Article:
Document Detail


Exposure to Ionizing Radiation and Development of Bone Sarcoma: New Insights Based on Atomic-Bomb Survivors of Hiroshima and Nagasaki.
MedLine Citation:
PMID:  21454744     Owner:  NLM     Status:  Publisher    
Abstract/OtherAbstract:
BACKGROUND: Radiation-induced bone sarcoma has been associated with high doses of ionizing radiation from therapeutic or occupation-related exposures. However, the development of bone sarcoma following exposure to lower doses of ionizing radiation remains speculative. METHODS: A cohort analysis based on the Life Span Study (n = 120,321) was performed to assess the development of bone sarcoma in atomic-bomb survivors of Hiroshima and Nagasaki followed from 1958 to 2001. The excess relative risk per gray of ionizing radiation absorbed by the bone marrow was estimated. Additional subject demographic, survival, and clinical factors were evaluated. RESULTS: Nineteen cases of bone sarcoma (in eleven males and eight females) were identified among the 80,181 subjects who met the inclusion criteria, corresponding to an incidence of 0.9 per 100,000 person-years. The mean ages at the time of the bombing and at diagnosis were 32.4 and 61.6 years, respectively. The mean bone marrow dose was 0.43 Gy. Osteosarcoma was the most commonly identified bone sarcoma. The most common bone sarcoma site was the pelvis. The overall unadjusted five-year survival rate was 25%. A dose threshold was found at 0.85 Gy (95% confidence interval, 0.12 to 1.85 Gy), with a linear dose-response association above this threshold. The linear slope equaled an excess relative risk of 7.5 per Gy (95% confidence interval, 1.34 to 23.14 per Gy) in excess of 0.85 Gy. CONCLUSIONS: On the basis of what we believe is one of the longest and largest prospective studies assessing the development of bone sarcoma in individuals exposed to ionizing radiation, it appears that the development of radiation-induced bone sarcoma may be associated with exposure to much lower doses of ionizing radiation than have previously been reported. Such new insights may potentially improve bone sarcoma prevention measures and broaden our understanding of the role of ionizing radiation from various sources on the development of malignant tumors. This study stresses the need to become increasingly aware of the various health risks that may be attributable to even low levels of ionizing radiation exposure. LEVEL OF EVIDENCE: Prognostic Level I. See Instructions to Authors for a complete description of levels of evidence.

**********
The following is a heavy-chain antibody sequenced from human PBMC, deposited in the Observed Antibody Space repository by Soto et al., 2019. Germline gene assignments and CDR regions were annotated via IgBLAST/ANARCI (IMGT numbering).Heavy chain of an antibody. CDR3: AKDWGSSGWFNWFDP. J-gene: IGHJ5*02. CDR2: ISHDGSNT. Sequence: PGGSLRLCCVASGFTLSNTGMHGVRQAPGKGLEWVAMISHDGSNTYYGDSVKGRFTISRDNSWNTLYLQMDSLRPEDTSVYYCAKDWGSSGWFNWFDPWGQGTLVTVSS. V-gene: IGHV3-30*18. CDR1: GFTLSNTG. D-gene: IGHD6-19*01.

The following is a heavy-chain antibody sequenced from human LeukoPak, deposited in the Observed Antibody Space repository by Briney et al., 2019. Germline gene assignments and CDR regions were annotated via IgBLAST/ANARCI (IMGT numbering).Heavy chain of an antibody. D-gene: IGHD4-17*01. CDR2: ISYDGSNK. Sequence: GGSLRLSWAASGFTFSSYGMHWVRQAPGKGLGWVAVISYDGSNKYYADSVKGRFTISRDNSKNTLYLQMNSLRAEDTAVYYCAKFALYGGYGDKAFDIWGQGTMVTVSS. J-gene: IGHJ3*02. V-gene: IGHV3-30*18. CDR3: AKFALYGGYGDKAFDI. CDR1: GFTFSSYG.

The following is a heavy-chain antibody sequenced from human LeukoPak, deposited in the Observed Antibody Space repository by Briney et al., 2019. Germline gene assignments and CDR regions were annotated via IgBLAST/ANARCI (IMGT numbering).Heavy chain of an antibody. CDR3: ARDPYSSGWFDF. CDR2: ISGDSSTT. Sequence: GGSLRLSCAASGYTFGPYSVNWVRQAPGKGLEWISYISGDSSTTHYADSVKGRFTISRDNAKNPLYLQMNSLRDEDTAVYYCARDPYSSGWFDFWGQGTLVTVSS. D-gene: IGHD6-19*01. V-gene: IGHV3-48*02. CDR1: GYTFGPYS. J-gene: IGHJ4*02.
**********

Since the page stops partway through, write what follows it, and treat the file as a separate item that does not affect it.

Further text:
Authors:
Dino Samartzis; Nobuo Nishi; Mikiko Hayashi; John Cologne; Harry M Cullings; Kazunori Kodama; Edward F Miles; Sachiyo Funamoto; Akihiko Suyama; Midori Soda; Fumiyoshi Kasagi
Related Documents :
15960864 - Vitamin d status and its relationship with parathyroid hormone and bone mineral status ...
21400004 - Bone quality: educational tools for patients, physicians, and educators.
21417134 - Megaendoprosthesis in the treatment of bone tumors in the knee and hip region.
8064394 - Supplementation trials with calcium citrate malate: evidence in favor of increasing the...
21602114 - Chondral repair of the knee joint using mosaicplasty.
23634314 - Acute lumbar burst fracture treated by minimally invasive lateral corpectomy.
Publication Detail:
Type:  JOURNAL ARTICLE     Date:  2011-3-31
Journal Detail:
Title:  The Journal of bone and joint surgery. American volume     Volume:  -     ISSN:  1535-1386     ISO Abbreviation:  -     Publication Date:  2011 Mar 
Date Detail:
Created Date:  2011-4-1     Completed Date:  -     Revised Date:  -    
Medline Journal Info:
Nlm Unique ID:  0014030     Medline TA:  J Bone Joint Surg Am     Country:  -    
Other Details:
Languages:  ENG     Pagination:  -     Citation Subset:  -    
Affiliation:
Department of Orthopaedics & Traumatology, University of Hong Kong, Queen Mary Hospital, 102 Pokfulam Road, Professorial Block, Room 515, Pokfulam, Hong Kong, SAR, China. dspine@hku.hk.
Export Citation:
APA/MLA Format     Download EndNote     Download BibTex
MeSH Terms
Descriptor/Qualifier:

From MEDLINE®/PubMed®, a database of the U.S. National Library of Medicine


Previous Document:  Recombinant Human Bone Morphogenetic Protein-2: A Randomized Trial in Open Tibial Fractures Treated ...
Next Document:  Dietary Nitrate Supplementation Enhances Exercise Performance in Peripheral Arterial Disease.